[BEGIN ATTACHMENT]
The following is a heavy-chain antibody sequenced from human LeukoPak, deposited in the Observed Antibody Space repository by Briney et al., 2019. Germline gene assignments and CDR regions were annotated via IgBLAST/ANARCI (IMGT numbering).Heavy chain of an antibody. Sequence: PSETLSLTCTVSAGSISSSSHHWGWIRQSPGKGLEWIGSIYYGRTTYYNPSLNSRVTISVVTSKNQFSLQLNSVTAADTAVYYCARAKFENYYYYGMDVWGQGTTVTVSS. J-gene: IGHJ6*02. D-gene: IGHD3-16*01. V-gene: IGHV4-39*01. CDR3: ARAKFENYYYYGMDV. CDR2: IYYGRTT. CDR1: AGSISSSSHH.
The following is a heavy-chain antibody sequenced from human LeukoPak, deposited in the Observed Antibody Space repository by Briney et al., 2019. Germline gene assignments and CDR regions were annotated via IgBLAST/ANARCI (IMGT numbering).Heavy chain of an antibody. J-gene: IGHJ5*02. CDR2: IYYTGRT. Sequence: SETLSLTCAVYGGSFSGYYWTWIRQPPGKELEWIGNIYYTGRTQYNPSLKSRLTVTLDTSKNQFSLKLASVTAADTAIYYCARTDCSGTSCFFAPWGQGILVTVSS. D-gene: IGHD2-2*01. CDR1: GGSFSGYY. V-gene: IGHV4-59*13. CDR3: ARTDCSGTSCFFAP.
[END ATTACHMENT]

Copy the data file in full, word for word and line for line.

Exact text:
The following is a heavy-chain antibody sequenced from human LeukoPak, deposited in the Observed Antibody Space repository by Briney et al., 2019. Germline gene assignments and CDR regions were annotated via IgBLAST/ANARCI (IMGT numbering).Heavy chain of an antibody. Sequence: PSETLSLTCTVSAGSISSSSHHWGWIRQSPGKGLEWIGSIYYGRTTYYNPSLNSRVTISVVTSKNQFSLQLNSVTAADTAVYYCARAKFENYYYYGMDVWGQGTTVTVSS. J-gene: IGHJ6*02. D-gene: IGHD3-16*01. V-gene: IGHV4-39*01. CDR3: ARAKFENYYYYGMDV. CDR2: IYYGRTT. CDR1: AGSISSSSHH.
The following is a heavy-chain antibody sequenced from human LeukoPak, deposited in the Observed Antibody Space repository by Briney et al., 2019. Germline gene assignments and CDR regions were annotated via IgBLAST/ANARCI (IMGT numbering).Heavy chain of an antibody. J-gene: IGHJ5*02. CDR2: IYYTGRT. Sequence: SETLSLTCAVYGGSFSGYYWTWIRQPPGKELEWIGNIYYTGRTQYNPSLKSRLTVTLDTSKNQFSLKLASVTAADTAIYYCARTDCSGTSCFFAPWGQGILVTVSS. D-gene: IGHD2-2*01. CDR1: GGSFSGYY. V-gene: IGHV4-59*13. CDR3: ARTDCSGTSCFFAP.